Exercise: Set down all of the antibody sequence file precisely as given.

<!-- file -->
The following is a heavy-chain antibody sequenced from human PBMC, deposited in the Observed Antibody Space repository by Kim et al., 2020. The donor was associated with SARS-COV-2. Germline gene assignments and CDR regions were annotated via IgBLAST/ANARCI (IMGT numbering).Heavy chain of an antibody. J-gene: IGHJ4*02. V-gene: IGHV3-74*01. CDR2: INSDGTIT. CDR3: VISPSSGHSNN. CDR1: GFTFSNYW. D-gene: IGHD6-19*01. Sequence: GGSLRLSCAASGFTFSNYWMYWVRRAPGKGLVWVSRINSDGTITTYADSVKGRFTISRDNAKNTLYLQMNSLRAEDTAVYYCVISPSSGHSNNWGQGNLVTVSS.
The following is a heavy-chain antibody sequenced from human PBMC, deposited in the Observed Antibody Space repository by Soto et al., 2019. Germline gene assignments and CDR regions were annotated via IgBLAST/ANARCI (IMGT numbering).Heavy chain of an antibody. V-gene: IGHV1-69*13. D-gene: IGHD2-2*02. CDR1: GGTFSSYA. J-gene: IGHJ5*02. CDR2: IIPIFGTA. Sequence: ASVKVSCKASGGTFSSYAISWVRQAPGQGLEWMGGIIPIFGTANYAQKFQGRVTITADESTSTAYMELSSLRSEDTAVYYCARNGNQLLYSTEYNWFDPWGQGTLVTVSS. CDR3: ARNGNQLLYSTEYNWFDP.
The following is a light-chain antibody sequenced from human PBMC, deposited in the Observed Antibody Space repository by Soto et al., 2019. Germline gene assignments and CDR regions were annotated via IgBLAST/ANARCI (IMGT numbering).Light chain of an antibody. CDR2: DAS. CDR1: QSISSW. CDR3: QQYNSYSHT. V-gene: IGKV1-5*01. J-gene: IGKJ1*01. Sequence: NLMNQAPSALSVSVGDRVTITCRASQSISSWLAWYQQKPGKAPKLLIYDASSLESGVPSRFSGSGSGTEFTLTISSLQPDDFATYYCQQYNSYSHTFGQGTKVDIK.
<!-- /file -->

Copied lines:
The following is a heavy-chain antibody sequenced from human PBMC, deposited in the Observed Antibody Space repository by Kim et al., 2020. The donor was associated with SARS-COV-2. Germline gene assignments and CDR regions were annotated via IgBLAST/ANARCI (IMGT numbering).Heavy chain of an antibody. J-gene: IGHJ4*02. V-gene: IGHV3-74*01. CDR2: INSDGTIT. CDR3: VISPSSGHSNN. CDR1: GFTFSNYW. D-gene: IGHD6-19*01. Sequence: GGSLRLSCAASGFTFSNYWMYWVRRAPGKGLVWVSRINSDGTITTYADSVKGRFTISRDNAKNTLYLQMNSLRAEDTAVYYCVISPSSGHSNNWGQGNLVTVSS.
The following is a heavy-chain antibody sequenced from human PBMC, deposited in the Observed Antibody Space repository by Soto et al., 2019. Germline gene assignments and CDR regions were annotated via IgBLAST/ANARCI (IMGT numbering).Heavy chain of an antibody. V-gene: IGHV1-69*13. D-gene: IGHD2-2*02. CDR1: GGTFSSYA. J-gene: IGHJ5*02. CDR2: IIPIFGTA. Sequence: ASVKVSCKASGGTFSSYAISWVRQAPGQGLEWMGGIIPIFGTANYAQKFQGRVTITADESTSTAYMELSSLRSEDTAVYYCARNGNQLLYSTEYNWFDPWGQGTLVTVSS. CDR3: ARNGNQLLYSTEYNWFDP.
The following is a light-chain antibody sequenced from human PBMC, deposited in the Observed Antibody Space repository by Soto et al., 2019. Germline gene assignments and CDR regions were annotated via IgBLAST/ANARCI (IMGT numbering).Light chain of an antibody. CDR2: DAS. CDR1: QSISSW. CDR3: QQYNSYSHT. V-gene: IGKV1-5*01. J-gene: IGKJ1*01. Sequence: NLMNQAPSALSVSVGDRVTITCRASQSISSWLAWYQQKPGKAPKLLIYDASSLESGVPSRFSGSGSGTEFTLTISSLQPDDFATYYCQQYNSYSHTFGQGTKVDIK.